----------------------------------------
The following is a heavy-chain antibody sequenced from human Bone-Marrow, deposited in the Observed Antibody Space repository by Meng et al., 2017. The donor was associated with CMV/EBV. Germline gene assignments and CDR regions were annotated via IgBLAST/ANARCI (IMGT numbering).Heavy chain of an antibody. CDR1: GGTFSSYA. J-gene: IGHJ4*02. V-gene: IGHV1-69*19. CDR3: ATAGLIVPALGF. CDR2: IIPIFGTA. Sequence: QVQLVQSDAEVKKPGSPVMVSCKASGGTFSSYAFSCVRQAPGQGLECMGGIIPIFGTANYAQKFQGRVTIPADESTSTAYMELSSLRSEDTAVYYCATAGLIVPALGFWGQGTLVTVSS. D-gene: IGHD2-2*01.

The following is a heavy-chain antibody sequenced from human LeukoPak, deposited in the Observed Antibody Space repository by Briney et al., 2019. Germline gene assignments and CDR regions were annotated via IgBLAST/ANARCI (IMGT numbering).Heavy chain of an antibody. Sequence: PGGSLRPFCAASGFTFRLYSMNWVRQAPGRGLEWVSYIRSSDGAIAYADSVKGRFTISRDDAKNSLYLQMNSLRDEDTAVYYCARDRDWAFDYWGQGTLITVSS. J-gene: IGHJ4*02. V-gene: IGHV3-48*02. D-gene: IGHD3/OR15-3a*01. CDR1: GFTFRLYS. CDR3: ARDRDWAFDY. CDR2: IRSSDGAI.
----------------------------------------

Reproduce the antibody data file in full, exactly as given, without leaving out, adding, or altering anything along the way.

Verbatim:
The following is a heavy-chain antibody sequenced from human Bone-Marrow, deposited in the Observed Antibody Space repository by Meng et al., 2017. The donor was associated with CMV/EBV. Germline gene assignments and CDR regions were annotated via IgBLAST/ANARCI (IMGT numbering).Heavy chain of an antibody. CDR1: GGTFSSYA. J-gene: IGHJ4*02. V-gene: IGHV1-69*19. CDR3: ATAGLIVPALGF. CDR2: IIPIFGTA. Sequence: QVQLVQSDAEVKKPGSPVMVSCKASGGTFSSYAFSCVRQAPGQGLECMGGIIPIFGTANYAQKFQGRVTIPADESTSTAYMELSSLRSEDTAVYYCATAGLIVPALGFWGQGTLVTVSS. D-gene: IGHD2-2*01.

The following is a heavy-chain antibody sequenced from human LeukoPak, deposited in the Observed Antibody Space repository by Briney et al., 2019. Germline gene assignments and CDR regions were annotated via IgBLAST/ANARCI (IMGT numbering).Heavy chain of an antibody. Sequence: PGGSLRPFCAASGFTFRLYSMNWVRQAPGRGLEWVSYIRSSDGAIAYADSVKGRFTISRDDAKNSLYLQMNSLRDEDTAVYYCARDRDWAFDYWGQGTLITVSS. J-gene: IGHJ4*02. V-gene: IGHV3-48*02. D-gene: IGHD3/OR15-3a*01. CDR1: GFTFRLYS. CDR3: ARDRDWAFDY. CDR2: IRSSDGAI.